Use anti-spoofing controls such as DMAC, SPF and DKIM to make it difficult to spoof your email domains, again, this will deter many threat actors or force them to use domains that are obviously fake and easier to spot. 

Web content filtering

Actively blocking access to types of unregulated websites protects your environment from the risks posed by embedded or hidden malware as well as users from potentially offensive, malicious or distressing content 


Using firewalls has been a staple of IT environments for a very long time, there are still a lot of legacy-type firewalls in use that are not really suitable to combat todays cyber threats, use of next-gen firewalls is recommended if not already in use. 


Reduce the impact of compromise

Organisations should make it difficult to laterally move from one area of the network to another. Compartmentalisation is arguably worthless of an attacker can still traverse the rest of the environment compromising as they go. 

Using next-gen anti-malware to provide the highest levels of protection on your end-points such that should malware get to the end-point, it is detected and removed promptly before it can do damage. 

Ensure you have good backup discipline, having a secure local backup repository can mean the difference between a restore operation taking days versus weeks to restore from cloud or off-site repositories. Virtual backup servers are a risk that organisations should avoid. If you lose the virtual environment, you lose your backup server as well. This means you will have to manually rebuild the hypervisor and the backup server to restore everything else.


Monitor for indicators of compromise

There are an increasing number of analysis tools available that will user heuristics, ML and AI to automatically monitor network traffic and correlate individually benign indicators of compromise to provide a clear picture of malicious activity and act before damage is done. 


Use true Next-Gen anti-malware – must include AI-based detection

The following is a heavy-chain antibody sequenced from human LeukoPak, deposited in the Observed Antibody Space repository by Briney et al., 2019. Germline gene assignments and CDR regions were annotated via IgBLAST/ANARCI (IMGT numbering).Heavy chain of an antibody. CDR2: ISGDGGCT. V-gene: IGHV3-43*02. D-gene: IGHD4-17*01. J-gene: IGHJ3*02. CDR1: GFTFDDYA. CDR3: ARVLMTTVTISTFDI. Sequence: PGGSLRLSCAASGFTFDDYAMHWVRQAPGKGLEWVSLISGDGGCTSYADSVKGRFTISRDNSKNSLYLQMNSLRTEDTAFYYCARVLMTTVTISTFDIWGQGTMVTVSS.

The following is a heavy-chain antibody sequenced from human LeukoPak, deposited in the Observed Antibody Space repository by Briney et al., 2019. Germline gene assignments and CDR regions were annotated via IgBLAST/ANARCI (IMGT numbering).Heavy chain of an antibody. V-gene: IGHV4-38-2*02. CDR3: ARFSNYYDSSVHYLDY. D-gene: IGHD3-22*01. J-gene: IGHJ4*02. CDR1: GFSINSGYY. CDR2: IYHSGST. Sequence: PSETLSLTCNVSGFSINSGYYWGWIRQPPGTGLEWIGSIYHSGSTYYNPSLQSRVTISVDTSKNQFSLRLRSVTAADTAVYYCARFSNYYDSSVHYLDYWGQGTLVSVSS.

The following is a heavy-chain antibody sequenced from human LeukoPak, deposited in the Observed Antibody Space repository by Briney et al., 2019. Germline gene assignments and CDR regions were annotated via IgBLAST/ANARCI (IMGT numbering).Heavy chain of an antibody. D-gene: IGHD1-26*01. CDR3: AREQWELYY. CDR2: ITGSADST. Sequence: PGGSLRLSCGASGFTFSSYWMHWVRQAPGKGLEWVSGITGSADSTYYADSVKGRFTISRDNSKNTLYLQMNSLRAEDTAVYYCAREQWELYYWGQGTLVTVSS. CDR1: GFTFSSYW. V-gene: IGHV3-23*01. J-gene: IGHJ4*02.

Using next-gen anti-malware to provide the highest levels of protection on your end-points such that should malware get to the end-point, it is detected and removed promptly before it can do damage.


Make it easy to detect and investigate compromises

Communication flows between different components can be particularly vulnerable to exploitation methods such as MITM attacks. Organisations should use tools such as encryption and network access control lists to protect against this and make any subversion attempts easier to spot.


Build a methodology to triage and respond when there is a problem

The likelihood of a cyber incident occurring in any business is only going to increase as new threats emerge and the pace at which we work continues to increase. Mistakes will happen. Your incident response speed is vital to maintain high customer confidence.

The cost of cyber incidents is also largely underestimated by most organisations until they are faced with them. Hidden costs from regulatory fines, loss of reputation, legal fee’s from customers whose data has been compromised can all be very real problems. 


Safely develop and manage systems

Ensure clear demarcation between production and development systems. Have clearly defined software release processes to prevent untested development software being loaded onto production systems. 

The number of remote workers is increasing and with that the variety of devices being connected to business systems. You need to have a clear understanding and control of the connected devices as well as how and where they are being connected. This is important to ensure the devices are legitimate and to protect against data exfiltration. 


Control applications in use in the environment

Application control ensures that users do not have the ability to use or install unauthorised software. Having rigorous application control in place with regular software audits can help identify software that should not be there and may be an indicator of compromise.


How CyberLab Can Help

CyberLab can provide consultancy and support on your key technology projects, help deliver business solutions, support your users in adopting them and provide managed or reactive support when your solution is up and running.

If you haven’t done so already, our Posture Assessment tool is a quick-and-easy way to identify your strengths and weaknesses, and get a better picture of your overall security posture. 

We have put together a page of recommendations for improving your Architecture and Configuration, and which tools can help, which you can read here

Detect. Protect. Support.

Posture Assessment

Understand your security risks and how to fix them.

Take the first step to improving your cyber security posture, looking at ten key areas you and your organisation should focus on, backed by NCSC guidance.

Claim your free 30-minute guided posture assessment with a CyberLab expert.